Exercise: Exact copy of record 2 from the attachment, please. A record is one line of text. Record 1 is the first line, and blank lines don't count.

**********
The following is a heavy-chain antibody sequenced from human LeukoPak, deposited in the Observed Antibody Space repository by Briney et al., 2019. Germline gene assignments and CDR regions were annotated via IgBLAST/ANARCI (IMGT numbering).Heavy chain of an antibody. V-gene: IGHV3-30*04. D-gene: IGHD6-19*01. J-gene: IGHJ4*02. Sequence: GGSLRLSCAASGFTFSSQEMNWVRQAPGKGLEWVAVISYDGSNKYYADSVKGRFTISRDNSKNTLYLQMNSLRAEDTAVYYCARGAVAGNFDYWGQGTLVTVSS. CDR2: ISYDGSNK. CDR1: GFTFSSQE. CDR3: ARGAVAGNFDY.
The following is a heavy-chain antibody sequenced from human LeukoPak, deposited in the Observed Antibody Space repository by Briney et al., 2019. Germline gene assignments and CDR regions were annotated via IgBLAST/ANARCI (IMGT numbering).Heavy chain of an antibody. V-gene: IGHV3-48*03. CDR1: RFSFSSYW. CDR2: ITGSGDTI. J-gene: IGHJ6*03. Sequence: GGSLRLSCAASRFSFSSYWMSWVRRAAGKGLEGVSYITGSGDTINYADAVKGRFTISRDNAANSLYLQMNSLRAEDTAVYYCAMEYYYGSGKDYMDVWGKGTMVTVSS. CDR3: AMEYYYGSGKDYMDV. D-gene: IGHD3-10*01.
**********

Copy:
The following is a heavy-chain antibody sequenced from human LeukoPak, deposited in the Observed Antibody Space repository by Briney et al., 2019. Germline gene assignments and CDR regions were annotated via IgBLAST/ANARCI (IMGT numbering).Heavy chain of an antibody. V-gene: IGHV3-48*03. CDR1: RFSFSSYW. CDR2: ITGSGDTI. J-gene: IGHJ6*03. Sequence: GGSLRLSCAASRFSFSSYWMSWVRRAAGKGLEGVSYITGSGDTINYADAVKGRFTISRDNAANSLYLQMNSLRAEDTAVYYCAMEYYYGSGKDYMDVWGKGTMVTVSS. CDR3: AMEYYYGSGKDYMDV. D-gene: IGHD3-10*01.